Butterfly Conservation --President Sir David Attenborough.

                             ABOUT BUTTERFLY CONSERVATION

Butterfly conservation was formed by a small group of dedicated naturalists in 1968 following the alarming decline of many beautiful butterfly species. Most butterfly species remain in decline. We aim to halt and reverse these declines. Our vision is of a world rich in butterflies for future generations to enjoy.

We are also committed to the conservation of moths, which are close relatives of the butterflies  many of which are also in decline.

Butterflies are beautiful and intrinsically valuable. Together with moths, their sensitivity to environmental change makes them valuable indicators of the health of the country side.

We have 16,000 members in the U.K. and 31 volunteer Branches  throughout the British Isles.

Butterfly Conservation operate 33 nature reserves and we are involved in 67 landscape-scale projects to conserve habitats. 

Butterflies are beautiful creatures

Top female orange tip butterfly -below small tortoiseshell Photograph by Dal.

 Courtesy of Evelyn Simak  CC BY-SA 2.0 License.


Strategic Aims of Butterfly Conservation

1--To take practicable action to conserve threatened butterflies and moths in the UK.

2-- To undertake and promote the scientific study of butterflies, moths, and methods needed to conserve their habitats, and base our work on the best available information.

3--To safeguard important sites and landscapes for butterflies and moths, including the acquisition and management of our own nature reserves.

4-- To promote the conservation of butterflies and moths as "quality of life" indicators and indicators of a healthy and biologically diverse environment to government and voluntary bodies, and the public.

5--To encourage the public enjoyment of butterflies and moths, and through them raise awareness of the environment and the need to develop sustain able lifestyles. 

Burnet moth is a day flying moth often seen in flower meadows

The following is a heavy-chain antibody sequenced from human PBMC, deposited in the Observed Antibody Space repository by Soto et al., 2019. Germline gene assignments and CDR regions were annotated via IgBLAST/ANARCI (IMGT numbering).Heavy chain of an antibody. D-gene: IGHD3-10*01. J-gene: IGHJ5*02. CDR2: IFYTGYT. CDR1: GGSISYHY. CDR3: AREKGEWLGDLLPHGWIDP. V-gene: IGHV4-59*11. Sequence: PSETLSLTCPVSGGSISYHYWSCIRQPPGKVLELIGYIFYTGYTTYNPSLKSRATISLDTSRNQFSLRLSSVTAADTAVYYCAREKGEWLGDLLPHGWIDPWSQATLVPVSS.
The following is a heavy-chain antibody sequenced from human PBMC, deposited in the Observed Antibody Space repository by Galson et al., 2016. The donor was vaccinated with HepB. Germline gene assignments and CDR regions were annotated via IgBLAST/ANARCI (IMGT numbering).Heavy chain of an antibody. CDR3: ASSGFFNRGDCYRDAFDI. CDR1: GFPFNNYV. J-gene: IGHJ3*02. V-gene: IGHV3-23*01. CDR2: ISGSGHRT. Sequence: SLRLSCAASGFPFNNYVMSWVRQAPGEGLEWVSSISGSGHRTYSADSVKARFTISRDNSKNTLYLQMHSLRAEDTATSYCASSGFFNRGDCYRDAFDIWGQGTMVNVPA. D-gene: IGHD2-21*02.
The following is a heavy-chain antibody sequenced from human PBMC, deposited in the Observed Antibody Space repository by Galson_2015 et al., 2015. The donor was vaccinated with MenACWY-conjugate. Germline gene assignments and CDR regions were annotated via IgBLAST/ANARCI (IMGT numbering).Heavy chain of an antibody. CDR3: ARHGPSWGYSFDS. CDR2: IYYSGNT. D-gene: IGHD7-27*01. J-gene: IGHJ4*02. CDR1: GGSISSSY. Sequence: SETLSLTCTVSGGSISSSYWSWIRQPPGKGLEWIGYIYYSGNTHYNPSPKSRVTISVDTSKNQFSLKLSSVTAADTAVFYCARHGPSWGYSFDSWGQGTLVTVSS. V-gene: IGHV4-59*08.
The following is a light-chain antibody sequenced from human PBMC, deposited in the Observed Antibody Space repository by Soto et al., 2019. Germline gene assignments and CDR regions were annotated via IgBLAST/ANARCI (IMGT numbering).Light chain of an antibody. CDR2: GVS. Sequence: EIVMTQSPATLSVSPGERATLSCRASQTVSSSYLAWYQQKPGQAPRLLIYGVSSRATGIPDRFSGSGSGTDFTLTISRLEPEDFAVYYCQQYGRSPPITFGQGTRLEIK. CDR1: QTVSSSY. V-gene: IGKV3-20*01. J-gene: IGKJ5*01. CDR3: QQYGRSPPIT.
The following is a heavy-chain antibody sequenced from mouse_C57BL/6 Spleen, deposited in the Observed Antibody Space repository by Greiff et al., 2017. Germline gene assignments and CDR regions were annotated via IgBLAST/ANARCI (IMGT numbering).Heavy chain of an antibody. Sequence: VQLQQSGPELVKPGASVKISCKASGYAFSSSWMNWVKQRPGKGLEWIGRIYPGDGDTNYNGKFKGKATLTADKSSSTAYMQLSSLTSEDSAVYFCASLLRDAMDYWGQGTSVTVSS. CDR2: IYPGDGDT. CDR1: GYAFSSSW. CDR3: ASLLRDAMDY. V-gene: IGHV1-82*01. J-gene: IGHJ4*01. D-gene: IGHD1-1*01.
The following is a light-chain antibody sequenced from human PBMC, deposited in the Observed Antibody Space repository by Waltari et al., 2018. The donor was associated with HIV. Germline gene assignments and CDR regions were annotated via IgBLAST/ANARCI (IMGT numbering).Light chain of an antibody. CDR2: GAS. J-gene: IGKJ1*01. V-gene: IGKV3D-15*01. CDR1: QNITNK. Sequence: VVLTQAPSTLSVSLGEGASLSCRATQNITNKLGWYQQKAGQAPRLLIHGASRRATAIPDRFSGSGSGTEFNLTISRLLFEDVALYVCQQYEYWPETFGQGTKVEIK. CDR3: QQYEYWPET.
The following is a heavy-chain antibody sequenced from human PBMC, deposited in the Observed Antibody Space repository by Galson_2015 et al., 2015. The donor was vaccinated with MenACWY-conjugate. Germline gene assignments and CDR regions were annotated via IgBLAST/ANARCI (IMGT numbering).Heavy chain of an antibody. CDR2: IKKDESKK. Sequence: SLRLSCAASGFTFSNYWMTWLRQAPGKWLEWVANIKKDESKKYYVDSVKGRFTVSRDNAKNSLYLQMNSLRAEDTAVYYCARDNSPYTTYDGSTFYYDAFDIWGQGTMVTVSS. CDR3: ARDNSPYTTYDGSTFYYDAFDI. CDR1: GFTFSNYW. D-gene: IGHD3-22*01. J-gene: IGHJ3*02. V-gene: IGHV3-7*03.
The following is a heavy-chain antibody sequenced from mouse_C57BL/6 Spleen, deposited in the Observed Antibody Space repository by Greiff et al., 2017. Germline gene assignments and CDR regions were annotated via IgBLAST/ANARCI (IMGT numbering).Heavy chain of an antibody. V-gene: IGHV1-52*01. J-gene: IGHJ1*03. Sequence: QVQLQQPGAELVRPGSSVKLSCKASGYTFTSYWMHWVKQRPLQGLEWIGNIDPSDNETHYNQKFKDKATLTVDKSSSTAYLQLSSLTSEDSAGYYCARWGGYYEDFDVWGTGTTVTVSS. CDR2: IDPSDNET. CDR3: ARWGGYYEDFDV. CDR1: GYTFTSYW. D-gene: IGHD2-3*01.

Local Branches---- Featuring the North East Branch of Butterfly Conservation

As previously mentioned the Butterfly Conservation as 31 Volunteer Branches through out the UK.. There are several of these in our region of Northern England. One such branch is the North East Branch of Butterfly Conservation. 

 If you are a butterfly  and/or moth enthusiasts or you just want to learn more about these fascinating creatures, this is a great site to visit .  The aim of this site is to provide information about the butterflies and moths of Northumberland, Durham, and north Teesside and about the activities of the Branch.

The north East of England has a diverse range of habitats, including extensive areas of upland moorland, coastal dunes, farmland, broad-leaved woodland, coniferous woodland and many interesting " brown field" sites that reflect the industrial history of the area. These different habitats support a wide range of fauna and flora and about thirty species of butterfly and many species of moth which may be seen in the area.

The site has a diverse range of pages all of which are of interest to those who are interested in butterflies and moths.  There are pages on up coming events, news, recording, recent sightings, habitat and sites, transects, downloads, gallery, grid references, links and updates. There are pages where the visitor  can get a great deal of information on the species that occur in the region.In short, this site is a must for butterfly and moth enthusiasts. { Click on Links, there you will find links to Butterfly Conservation and Branches}


Important Conservation.